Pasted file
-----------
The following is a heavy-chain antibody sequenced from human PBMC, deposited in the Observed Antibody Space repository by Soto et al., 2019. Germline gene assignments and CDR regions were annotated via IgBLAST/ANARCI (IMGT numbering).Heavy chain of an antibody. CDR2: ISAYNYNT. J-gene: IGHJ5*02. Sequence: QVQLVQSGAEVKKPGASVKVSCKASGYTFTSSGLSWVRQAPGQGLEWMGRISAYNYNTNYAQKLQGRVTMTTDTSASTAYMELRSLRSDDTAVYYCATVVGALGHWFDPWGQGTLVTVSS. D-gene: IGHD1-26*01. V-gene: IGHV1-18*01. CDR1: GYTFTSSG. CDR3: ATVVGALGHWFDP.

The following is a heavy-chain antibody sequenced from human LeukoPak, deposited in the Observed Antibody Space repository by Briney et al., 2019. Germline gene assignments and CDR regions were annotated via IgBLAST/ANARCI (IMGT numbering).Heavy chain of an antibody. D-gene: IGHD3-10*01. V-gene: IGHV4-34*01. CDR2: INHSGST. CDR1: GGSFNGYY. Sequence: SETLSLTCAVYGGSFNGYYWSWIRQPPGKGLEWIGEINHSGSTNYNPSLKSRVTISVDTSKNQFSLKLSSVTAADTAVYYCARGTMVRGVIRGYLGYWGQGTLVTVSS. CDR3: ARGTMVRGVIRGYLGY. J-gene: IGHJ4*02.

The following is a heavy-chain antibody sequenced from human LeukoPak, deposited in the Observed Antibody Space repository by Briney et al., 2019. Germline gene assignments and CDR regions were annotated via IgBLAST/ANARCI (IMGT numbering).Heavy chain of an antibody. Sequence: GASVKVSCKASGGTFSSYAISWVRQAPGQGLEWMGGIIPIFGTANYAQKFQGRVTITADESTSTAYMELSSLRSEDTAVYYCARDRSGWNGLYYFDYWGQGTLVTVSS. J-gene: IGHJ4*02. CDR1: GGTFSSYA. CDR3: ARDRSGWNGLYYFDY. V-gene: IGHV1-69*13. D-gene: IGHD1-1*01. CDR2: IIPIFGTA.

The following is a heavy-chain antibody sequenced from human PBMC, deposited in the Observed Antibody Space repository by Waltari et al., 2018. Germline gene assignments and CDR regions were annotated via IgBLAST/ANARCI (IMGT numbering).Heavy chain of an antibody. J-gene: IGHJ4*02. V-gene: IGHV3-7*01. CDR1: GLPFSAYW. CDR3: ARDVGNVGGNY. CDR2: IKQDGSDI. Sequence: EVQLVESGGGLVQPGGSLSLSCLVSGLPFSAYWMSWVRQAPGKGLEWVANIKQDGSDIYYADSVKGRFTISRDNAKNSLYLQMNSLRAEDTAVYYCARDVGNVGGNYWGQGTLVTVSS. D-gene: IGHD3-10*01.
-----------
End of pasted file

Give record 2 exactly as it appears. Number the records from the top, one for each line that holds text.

The following is a heavy-chain antibody sequenced from human LeukoPak, deposited in the Observed Antibody Space repository by Briney et al., 2019. Germline gene assignments and CDR regions were annotated via IgBLAST/ANARCI (IMGT numbering).Heavy chain of an antibody. D-gene: IGHD3-10*01. V-gene: IGHV4-34*01. CDR2: INHSGST. CDR1: GGSFNGYY. Sequence: SETLSLTCAVYGGSFNGYYWSWIRQPPGKGLEWIGEINHSGSTNYNPSLKSRVTISVDTSKNQFSLKLSSVTAADTAVYYCARGTMVRGVIRGYLGYWGQGTLVTVSS. CDR3: ARGTMVRGVIRGYLGY. J-gene: IGHJ4*02.